Tim Richards   -  


For the past 25 years I have used a marital survey designed and developed in 1977 by Prepare Enrich when I counsel couples. It helps people prepare for marriage and assists married couples who are struggling. I am far from alone; pastors and counselors have used this resource with more than 4 million couples.

A recent post by the Prepare Enrich team entitled, 4 Ways Gratitude Helps You Be a Better Spouse, makes this point, “A wealth of research has been done… showing that gratitude has a positive effect on social, emotional, psychological and physical wellbeing.” As I read this, I realize gratitude affects us whether we are married or not. As we prepare to celebrate Thanksgiving let me share four ways gratitude can help us become better people.

First, gratitude prevents us from taking one another for granted. Being appreciative dramatically affects our relationship with our spouse, but it is even more significant, it impacts our attitude in ways not immediately obvious. It helps us appreciate our family, friends, neighbors, and even affects our attitude toward our job.

Second, gratitude helps us keep things in proper perspective. When we are thankful, we more easily focus on life’s positives instead of only our frustrations. This does not mean we ignore or minimize what is bad, but it means we do not become so focused on our problems we see nothing else.

Third, multiple studies show how gratitude can help us be more satisfied with our relationships. When we are happier with those around us, we focus less on the little frustrations which are part of all relationships. Gratitude has a major impact on how we respond to those around us.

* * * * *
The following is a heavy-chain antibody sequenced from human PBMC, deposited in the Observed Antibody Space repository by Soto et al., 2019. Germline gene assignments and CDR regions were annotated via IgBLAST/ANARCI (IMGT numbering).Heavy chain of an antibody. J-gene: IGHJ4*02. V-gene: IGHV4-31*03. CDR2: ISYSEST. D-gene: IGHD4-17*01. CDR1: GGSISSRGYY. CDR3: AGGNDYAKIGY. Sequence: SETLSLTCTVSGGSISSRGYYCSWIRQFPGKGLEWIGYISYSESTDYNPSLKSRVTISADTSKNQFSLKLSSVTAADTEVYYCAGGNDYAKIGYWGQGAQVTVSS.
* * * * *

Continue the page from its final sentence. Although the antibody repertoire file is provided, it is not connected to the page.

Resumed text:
Finally, expressing thanks to others helps us combat resentfulness. When we are grateful, we deal better with the minor things which annoy us. We are less likely to harbor a grudge and we relate to others in healthier ways.

These positive benefits may be why the Apostle Paul could write this about the value of focusing on what is good, “…I’d say you’ll do best by filling your minds and meditating on things true, noble, reputable, authentic, compelling, gracious—the best, not the worst; the beautiful, not the ugly; things to praise, not things to curse.” (Philippians 4:8, The Message) Though Paul neither uses the words “thankful” nor “gratitude” they are implied when he says we are to focus on “things to praise…”

God wants us to understand how having an attitude of thankfulness can pay huge dividends. Thanksgiving offers us a yearly opportunity to be more grateful. It is always appropriate to thank God, however, when we show gratitude to both him and others, we not only honor our Creator we make life better for others as well as for ourselves.